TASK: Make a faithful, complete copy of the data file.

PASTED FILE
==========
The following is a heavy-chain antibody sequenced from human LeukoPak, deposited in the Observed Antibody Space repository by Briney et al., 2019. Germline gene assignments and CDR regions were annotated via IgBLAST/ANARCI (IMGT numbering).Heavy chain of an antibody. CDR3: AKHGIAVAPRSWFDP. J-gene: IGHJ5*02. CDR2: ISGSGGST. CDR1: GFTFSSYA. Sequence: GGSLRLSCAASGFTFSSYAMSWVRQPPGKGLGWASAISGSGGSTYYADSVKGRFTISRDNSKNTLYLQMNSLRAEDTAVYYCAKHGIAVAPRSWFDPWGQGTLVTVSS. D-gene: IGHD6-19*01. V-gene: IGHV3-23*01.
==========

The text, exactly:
The following is a heavy-chain antibody sequenced from human LeukoPak, deposited in the Observed Antibody Space repository by Briney et al., 2019. Germline gene assignments and CDR regions were annotated via IgBLAST/ANARCI (IMGT numbering).Heavy chain of an antibody. CDR3: AKHGIAVAPRSWFDP. J-gene: IGHJ5*02. CDR2: ISGSGGST. CDR1: GFTFSSYA. Sequence: GGSLRLSCAASGFTFSSYAMSWVRQPPGKGLGWASAISGSGGSTYYADSVKGRFTISRDNSKNTLYLQMNSLRAEDTAVYYCAKHGIAVAPRSWFDPWGQGTLVTVSS. D-gene: IGHD6-19*01. V-gene: IGHV3-23*01.